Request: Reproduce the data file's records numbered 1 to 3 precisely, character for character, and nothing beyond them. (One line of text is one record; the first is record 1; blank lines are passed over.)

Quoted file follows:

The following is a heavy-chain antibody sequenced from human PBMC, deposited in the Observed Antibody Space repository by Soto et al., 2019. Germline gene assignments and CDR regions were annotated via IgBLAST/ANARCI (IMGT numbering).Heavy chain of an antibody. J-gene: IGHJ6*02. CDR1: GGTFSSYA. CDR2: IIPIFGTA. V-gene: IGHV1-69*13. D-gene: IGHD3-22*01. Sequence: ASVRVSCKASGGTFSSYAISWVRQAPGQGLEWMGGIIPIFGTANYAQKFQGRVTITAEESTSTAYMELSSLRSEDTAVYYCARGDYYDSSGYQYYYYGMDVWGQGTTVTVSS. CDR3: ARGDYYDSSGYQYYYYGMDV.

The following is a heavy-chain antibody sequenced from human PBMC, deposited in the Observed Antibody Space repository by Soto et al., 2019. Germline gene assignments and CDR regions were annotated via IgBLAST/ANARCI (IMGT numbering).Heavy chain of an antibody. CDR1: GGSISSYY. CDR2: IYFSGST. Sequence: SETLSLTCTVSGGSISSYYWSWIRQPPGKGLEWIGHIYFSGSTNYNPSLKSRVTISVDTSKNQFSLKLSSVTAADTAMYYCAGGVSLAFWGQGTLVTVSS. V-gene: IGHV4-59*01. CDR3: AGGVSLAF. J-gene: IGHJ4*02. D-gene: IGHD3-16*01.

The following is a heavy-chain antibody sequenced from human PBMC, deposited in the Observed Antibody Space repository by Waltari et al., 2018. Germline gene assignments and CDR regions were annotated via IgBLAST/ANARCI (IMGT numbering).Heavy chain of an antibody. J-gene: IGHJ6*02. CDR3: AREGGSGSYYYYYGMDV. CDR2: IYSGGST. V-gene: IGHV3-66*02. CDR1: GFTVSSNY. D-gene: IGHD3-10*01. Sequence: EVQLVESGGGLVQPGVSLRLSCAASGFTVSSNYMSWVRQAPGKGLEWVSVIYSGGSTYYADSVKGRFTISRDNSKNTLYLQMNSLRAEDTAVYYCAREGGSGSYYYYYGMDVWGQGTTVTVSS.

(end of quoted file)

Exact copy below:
The following is a heavy-chain antibody sequenced from human PBMC, deposited in the Observed Antibody Space repository by Soto et al., 2019. Germline gene assignments and CDR regions were annotated via IgBLAST/ANARCI (IMGT numbering).Heavy chain of an antibody. J-gene: IGHJ6*02. CDR1: GGTFSSYA. CDR2: IIPIFGTA. V-gene: IGHV1-69*13. D-gene: IGHD3-22*01. Sequence: ASVRVSCKASGGTFSSYAISWVRQAPGQGLEWMGGIIPIFGTANYAQKFQGRVTITAEESTSTAYMELSSLRSEDTAVYYCARGDYYDSSGYQYYYYGMDVWGQGTTVTVSS. CDR3: ARGDYYDSSGYQYYYYGMDV.

The following is a heavy-chain antibody sequenced from human PBMC, deposited in the Observed Antibody Space repository by Soto et al., 2019. Germline gene assignments and CDR regions were annotated via IgBLAST/ANARCI (IMGT numbering).Heavy chain of an antibody. CDR1: GGSISSYY. CDR2: IYFSGST. Sequence: SETLSLTCTVSGGSISSYYWSWIRQPPGKGLEWIGHIYFSGSTNYNPSLKSRVTISVDTSKNQFSLKLSSVTAADTAMYYCAGGVSLAFWGQGTLVTVSS. V-gene: IGHV4-59*01. CDR3: AGGVSLAF. J-gene: IGHJ4*02. D-gene: IGHD3-16*01.

The following is a heavy-chain antibody sequenced from human PBMC, deposited in the Observed Antibody Space repository by Waltari et al., 2018. Germline gene assignments and CDR regions were annotated via IgBLAST/ANARCI (IMGT numbering).Heavy chain of an antibody. J-gene: IGHJ6*02. CDR3: AREGGSGSYYYYYGMDV. CDR2: IYSGGST. V-gene: IGHV3-66*02. CDR1: GFTVSSNY. D-gene: IGHD3-10*01. Sequence: EVQLVESGGGLVQPGVSLRLSCAASGFTVSSNYMSWVRQAPGKGLEWVSVIYSGGSTYYADSVKGRFTISRDNSKNTLYLQMNSLRAEDTAVYYCAREGGSGSYYYYYGMDVWGQGTTVTVSS.